Interpretable machine learning through game-theoretical analysis of influencing variables and interaction effects
Most machine learning (ML) methods assume a representation of data entities in terms of a fixed set of variables (features). Analyzing the importance of individual variables for a model induced from the data, or for the prediction made with that model in a specific situation, facilitates the interpretation of ML models and supports subtasks such as feature selection. The goal of this project is to develop novel methods for feature analysis. In particular, we are interested in numerical measures quantifying the importance of individual variables in a machine learning task, i.e., the contribution of individual variables to the task at hand and predictions made by a model, as well as the interaction and dependencies between different variables.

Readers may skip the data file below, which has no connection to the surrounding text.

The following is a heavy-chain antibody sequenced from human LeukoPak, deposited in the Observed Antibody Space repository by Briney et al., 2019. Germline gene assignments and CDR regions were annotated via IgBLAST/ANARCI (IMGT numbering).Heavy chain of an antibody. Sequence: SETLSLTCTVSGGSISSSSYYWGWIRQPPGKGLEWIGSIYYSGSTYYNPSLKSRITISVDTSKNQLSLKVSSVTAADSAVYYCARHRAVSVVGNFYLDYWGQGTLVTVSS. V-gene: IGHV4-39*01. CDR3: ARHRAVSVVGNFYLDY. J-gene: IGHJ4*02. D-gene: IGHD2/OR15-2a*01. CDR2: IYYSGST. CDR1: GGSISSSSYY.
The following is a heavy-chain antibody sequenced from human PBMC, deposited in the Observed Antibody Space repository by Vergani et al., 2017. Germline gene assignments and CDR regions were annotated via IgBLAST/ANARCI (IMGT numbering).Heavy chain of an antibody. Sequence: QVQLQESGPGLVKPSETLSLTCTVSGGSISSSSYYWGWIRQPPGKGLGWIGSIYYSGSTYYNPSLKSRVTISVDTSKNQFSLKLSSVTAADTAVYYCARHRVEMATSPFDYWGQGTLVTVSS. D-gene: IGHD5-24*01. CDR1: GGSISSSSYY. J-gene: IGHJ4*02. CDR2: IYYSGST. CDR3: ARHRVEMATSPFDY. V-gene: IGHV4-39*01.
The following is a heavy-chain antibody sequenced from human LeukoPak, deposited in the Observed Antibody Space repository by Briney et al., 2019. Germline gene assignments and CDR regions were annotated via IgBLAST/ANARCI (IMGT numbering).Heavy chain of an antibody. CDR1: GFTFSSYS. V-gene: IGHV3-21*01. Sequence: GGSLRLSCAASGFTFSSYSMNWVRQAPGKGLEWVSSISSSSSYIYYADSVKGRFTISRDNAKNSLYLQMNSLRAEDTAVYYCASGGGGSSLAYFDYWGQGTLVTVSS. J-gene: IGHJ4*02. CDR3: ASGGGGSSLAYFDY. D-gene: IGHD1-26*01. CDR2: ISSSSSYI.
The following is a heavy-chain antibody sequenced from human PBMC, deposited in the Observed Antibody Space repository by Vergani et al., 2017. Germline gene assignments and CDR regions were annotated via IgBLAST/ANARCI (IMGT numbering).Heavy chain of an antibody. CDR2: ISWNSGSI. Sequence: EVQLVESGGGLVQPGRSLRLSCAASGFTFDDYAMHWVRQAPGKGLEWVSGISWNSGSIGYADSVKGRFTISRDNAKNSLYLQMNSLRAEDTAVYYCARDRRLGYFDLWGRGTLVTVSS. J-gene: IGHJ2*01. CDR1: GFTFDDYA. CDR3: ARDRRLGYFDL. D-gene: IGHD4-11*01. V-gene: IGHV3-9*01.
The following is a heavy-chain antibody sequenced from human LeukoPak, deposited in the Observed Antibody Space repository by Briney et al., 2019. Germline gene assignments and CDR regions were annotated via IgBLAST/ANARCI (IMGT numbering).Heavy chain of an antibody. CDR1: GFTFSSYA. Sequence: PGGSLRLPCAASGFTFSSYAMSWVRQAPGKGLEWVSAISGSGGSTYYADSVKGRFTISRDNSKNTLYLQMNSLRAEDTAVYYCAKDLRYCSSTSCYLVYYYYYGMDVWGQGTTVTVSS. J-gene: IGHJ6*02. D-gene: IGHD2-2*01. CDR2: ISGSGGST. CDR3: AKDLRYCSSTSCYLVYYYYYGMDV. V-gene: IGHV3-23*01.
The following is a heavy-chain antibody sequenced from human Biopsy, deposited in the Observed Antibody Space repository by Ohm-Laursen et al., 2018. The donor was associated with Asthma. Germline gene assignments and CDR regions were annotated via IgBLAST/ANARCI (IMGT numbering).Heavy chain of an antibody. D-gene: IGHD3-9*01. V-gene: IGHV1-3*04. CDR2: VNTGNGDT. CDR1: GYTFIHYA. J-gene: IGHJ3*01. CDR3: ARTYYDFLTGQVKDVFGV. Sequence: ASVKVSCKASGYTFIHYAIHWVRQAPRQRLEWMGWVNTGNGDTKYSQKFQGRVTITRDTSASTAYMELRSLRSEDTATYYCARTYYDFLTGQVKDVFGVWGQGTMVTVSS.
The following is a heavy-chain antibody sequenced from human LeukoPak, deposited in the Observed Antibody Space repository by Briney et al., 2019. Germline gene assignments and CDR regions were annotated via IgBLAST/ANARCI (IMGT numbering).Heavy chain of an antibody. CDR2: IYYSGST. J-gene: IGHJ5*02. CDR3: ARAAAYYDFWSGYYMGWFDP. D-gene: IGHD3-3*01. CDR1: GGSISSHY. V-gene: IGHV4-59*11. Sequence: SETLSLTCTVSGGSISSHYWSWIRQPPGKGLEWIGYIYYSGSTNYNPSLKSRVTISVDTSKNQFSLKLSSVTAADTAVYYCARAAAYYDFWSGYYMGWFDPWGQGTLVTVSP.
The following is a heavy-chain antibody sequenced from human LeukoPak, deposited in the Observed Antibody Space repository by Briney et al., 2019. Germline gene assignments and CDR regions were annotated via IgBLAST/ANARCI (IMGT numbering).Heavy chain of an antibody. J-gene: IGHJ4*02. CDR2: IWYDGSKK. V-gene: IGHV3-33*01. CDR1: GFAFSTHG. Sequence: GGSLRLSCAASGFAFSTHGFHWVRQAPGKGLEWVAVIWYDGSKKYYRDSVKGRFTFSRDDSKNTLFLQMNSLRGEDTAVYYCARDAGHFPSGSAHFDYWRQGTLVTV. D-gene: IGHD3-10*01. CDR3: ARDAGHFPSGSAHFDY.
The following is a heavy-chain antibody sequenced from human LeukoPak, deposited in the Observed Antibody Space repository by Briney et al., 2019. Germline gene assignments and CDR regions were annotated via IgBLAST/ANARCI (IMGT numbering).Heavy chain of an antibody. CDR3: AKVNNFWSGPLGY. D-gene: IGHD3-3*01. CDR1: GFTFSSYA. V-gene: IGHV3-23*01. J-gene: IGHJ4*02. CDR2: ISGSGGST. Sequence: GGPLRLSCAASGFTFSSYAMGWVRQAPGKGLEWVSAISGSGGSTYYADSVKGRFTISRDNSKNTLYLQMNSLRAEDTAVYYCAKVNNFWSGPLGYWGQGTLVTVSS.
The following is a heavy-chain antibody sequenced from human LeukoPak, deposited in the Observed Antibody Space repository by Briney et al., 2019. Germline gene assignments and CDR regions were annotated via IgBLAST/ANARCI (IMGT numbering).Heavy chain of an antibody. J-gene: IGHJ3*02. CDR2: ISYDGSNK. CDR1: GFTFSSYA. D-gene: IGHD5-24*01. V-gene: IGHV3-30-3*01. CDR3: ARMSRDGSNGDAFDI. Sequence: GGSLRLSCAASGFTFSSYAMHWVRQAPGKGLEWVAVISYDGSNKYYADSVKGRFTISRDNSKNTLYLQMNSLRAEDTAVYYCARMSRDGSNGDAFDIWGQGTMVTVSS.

This project aims at transparent modeling of dependencies and interactions between variables as well as theoretically justified reductions of nonlinear dependencies to understandable and interpretable measures for the influence of individual variables, both for supervised and unsupervised learning. A theoretical framework of that kind shall be complemented by suitable visualization techniques to further facilitate interpretation, the interaction with users and domain experts, and the exploration of dependencies in high-dimensional data spaces. All methods shall be evaluated in various case studies in the medical domain.
The main innovation of the project is to establish a connection between feature analysis and (cooperative) game theory. To this end, a feature subset is considered as a coalition in game theory, and the performance of a model trained with these features as the value of the coalition. The importance of individual variables can then be quantified in terms of well-established game-theoretical measures, such as the Shapley value, just like the interaction between pairs or groups of variables. Due to the exponential size of the lattice of feature subsets, the exact computation of such quantities is in general infeasible. Therefore, a key challenge of the project is the development of efficient approximate algorithms.
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